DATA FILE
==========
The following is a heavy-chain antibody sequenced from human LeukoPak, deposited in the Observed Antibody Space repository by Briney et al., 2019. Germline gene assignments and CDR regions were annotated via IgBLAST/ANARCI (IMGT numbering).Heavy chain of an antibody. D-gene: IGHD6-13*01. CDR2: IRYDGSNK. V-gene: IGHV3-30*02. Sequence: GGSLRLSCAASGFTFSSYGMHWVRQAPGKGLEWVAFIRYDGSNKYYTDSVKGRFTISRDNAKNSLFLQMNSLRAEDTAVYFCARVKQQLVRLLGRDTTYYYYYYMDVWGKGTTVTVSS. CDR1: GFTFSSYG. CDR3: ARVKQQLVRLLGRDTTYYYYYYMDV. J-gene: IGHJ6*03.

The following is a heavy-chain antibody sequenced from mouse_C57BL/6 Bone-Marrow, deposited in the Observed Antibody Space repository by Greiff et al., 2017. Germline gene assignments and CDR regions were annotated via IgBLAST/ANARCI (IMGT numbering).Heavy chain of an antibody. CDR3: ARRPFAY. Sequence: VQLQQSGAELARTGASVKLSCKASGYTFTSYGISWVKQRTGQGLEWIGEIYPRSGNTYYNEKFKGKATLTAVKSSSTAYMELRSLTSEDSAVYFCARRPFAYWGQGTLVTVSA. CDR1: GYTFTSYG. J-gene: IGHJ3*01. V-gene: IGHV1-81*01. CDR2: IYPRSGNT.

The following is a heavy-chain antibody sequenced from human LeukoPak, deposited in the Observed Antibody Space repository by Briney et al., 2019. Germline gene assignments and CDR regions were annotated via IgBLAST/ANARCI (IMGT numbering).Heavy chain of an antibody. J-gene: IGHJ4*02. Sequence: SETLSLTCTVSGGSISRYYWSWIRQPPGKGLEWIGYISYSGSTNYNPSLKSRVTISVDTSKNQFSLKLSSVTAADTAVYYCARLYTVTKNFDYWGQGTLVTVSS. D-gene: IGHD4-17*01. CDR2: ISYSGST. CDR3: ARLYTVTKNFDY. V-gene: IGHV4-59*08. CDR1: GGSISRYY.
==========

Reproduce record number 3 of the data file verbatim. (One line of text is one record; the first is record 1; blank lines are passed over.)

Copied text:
The following is a heavy-chain antibody sequenced from human LeukoPak, deposited in the Observed Antibody Space repository by Briney et al., 2019. Germline gene assignments and CDR regions were annotated via IgBLAST/ANARCI (IMGT numbering).Heavy chain of an antibody. J-gene: IGHJ4*02. Sequence: SETLSLTCTVSGGSISRYYWSWIRQPPGKGLEWIGYISYSGSTNYNPSLKSRVTISVDTSKNQFSLKLSSVTAADTAVYYCARLYTVTKNFDYWGQGTLVTVSS. D-gene: IGHD4-17*01. CDR2: ISYSGST. CDR3: ARLYTVTKNFDY. V-gene: IGHV4-59*08. CDR1: GGSISRYY.